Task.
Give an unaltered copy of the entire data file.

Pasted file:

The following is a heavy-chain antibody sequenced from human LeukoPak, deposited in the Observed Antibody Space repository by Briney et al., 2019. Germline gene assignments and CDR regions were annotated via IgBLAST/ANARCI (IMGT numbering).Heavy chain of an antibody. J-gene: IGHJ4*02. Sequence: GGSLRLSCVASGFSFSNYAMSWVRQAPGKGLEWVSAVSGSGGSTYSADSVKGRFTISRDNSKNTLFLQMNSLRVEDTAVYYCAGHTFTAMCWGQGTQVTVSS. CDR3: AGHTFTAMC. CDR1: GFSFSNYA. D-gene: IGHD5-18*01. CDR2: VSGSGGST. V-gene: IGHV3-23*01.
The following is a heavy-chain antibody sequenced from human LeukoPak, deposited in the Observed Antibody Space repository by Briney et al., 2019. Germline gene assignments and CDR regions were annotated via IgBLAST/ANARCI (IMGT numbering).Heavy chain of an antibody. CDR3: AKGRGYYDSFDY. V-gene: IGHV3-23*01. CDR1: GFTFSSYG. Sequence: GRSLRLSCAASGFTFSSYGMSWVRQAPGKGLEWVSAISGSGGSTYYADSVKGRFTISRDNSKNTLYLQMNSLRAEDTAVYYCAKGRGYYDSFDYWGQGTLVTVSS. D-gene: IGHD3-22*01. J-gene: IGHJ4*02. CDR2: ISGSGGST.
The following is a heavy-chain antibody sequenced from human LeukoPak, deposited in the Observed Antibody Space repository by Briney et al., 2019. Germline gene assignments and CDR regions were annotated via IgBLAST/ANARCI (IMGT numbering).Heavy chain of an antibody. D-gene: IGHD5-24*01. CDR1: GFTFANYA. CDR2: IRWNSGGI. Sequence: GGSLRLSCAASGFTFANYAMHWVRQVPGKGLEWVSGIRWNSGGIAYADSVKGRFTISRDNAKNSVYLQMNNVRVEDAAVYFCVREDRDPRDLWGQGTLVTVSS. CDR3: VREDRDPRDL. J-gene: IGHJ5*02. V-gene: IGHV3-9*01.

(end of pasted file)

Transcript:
The following is a heavy-chain antibody sequenced from human LeukoPak, deposited in the Observed Antibody Space repository by Briney et al., 2019. Germline gene assignments and CDR regions were annotated via IgBLAST/ANARCI (IMGT numbering).Heavy chain of an antibody. J-gene: IGHJ4*02. Sequence: GGSLRLSCVASGFSFSNYAMSWVRQAPGKGLEWVSAVSGSGGSTYSADSVKGRFTISRDNSKNTLFLQMNSLRVEDTAVYYCAGHTFTAMCWGQGTQVTVSS. CDR3: AGHTFTAMC. CDR1: GFSFSNYA. D-gene: IGHD5-18*01. CDR2: VSGSGGST. V-gene: IGHV3-23*01.
The following is a heavy-chain antibody sequenced from human LeukoPak, deposited in the Observed Antibody Space repository by Briney et al., 2019. Germline gene assignments and CDR regions were annotated via IgBLAST/ANARCI (IMGT numbering).Heavy chain of an antibody. CDR3: AKGRGYYDSFDY. V-gene: IGHV3-23*01. CDR1: GFTFSSYG. Sequence: GRSLRLSCAASGFTFSSYGMSWVRQAPGKGLEWVSAISGSGGSTYYADSVKGRFTISRDNSKNTLYLQMNSLRAEDTAVYYCAKGRGYYDSFDYWGQGTLVTVSS. D-gene: IGHD3-22*01. J-gene: IGHJ4*02. CDR2: ISGSGGST.
The following is a heavy-chain antibody sequenced from human LeukoPak, deposited in the Observed Antibody Space repository by Briney et al., 2019. Germline gene assignments and CDR regions were annotated via IgBLAST/ANARCI (IMGT numbering).Heavy chain of an antibody. D-gene: IGHD5-24*01. CDR1: GFTFANYA. CDR2: IRWNSGGI. Sequence: GGSLRLSCAASGFTFANYAMHWVRQVPGKGLEWVSGIRWNSGGIAYADSVKGRFTISRDNAKNSVYLQMNNVRVEDAAVYFCVREDRDPRDLWGQGTLVTVSS. CDR3: VREDRDPRDL. J-gene: IGHJ5*02. V-gene: IGHV3-9*01.